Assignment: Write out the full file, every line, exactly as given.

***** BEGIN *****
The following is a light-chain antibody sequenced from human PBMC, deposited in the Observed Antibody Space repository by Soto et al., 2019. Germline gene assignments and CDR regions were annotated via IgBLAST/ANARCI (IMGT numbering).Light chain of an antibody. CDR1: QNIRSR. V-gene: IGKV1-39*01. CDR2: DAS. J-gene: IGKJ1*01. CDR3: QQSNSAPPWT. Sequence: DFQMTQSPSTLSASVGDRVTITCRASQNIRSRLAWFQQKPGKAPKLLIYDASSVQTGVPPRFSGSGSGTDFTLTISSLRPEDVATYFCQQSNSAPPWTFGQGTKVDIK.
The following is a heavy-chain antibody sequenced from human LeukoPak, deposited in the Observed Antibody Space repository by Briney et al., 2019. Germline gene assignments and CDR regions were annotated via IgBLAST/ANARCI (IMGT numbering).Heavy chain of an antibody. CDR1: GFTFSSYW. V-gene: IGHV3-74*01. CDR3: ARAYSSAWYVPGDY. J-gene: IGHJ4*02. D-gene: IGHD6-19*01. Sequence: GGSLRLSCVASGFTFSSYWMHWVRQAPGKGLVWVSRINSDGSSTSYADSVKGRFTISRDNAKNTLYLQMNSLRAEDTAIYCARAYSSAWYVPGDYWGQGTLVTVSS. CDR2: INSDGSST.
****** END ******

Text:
The following is a light-chain antibody sequenced from human PBMC, deposited in the Observed Antibody Space repository by Soto et al., 2019. Germline gene assignments and CDR regions were annotated via IgBLAST/ANARCI (IMGT numbering).Light chain of an antibody. CDR1: QNIRSR. V-gene: IGKV1-39*01. CDR2: DAS. J-gene: IGKJ1*01. CDR3: QQSNSAPPWT. Sequence: DFQMTQSPSTLSASVGDRVTITCRASQNIRSRLAWFQQKPGKAPKLLIYDASSVQTGVPPRFSGSGSGTDFTLTISSLRPEDVATYFCQQSNSAPPWTFGQGTKVDIK.
The following is a heavy-chain antibody sequenced from human LeukoPak, deposited in the Observed Antibody Space repository by Briney et al., 2019. Germline gene assignments and CDR regions were annotated via IgBLAST/ANARCI (IMGT numbering).Heavy chain of an antibody. CDR1: GFTFSSYW. V-gene: IGHV3-74*01. CDR3: ARAYSSAWYVPGDY. J-gene: IGHJ4*02. D-gene: IGHD6-19*01. Sequence: GGSLRLSCVASGFTFSSYWMHWVRQAPGKGLVWVSRINSDGSSTSYADSVKGRFTISRDNAKNTLYLQMNSLRAEDTAIYCARAYSSAWYVPGDYWGQGTLVTVSS. CDR2: INSDGSST.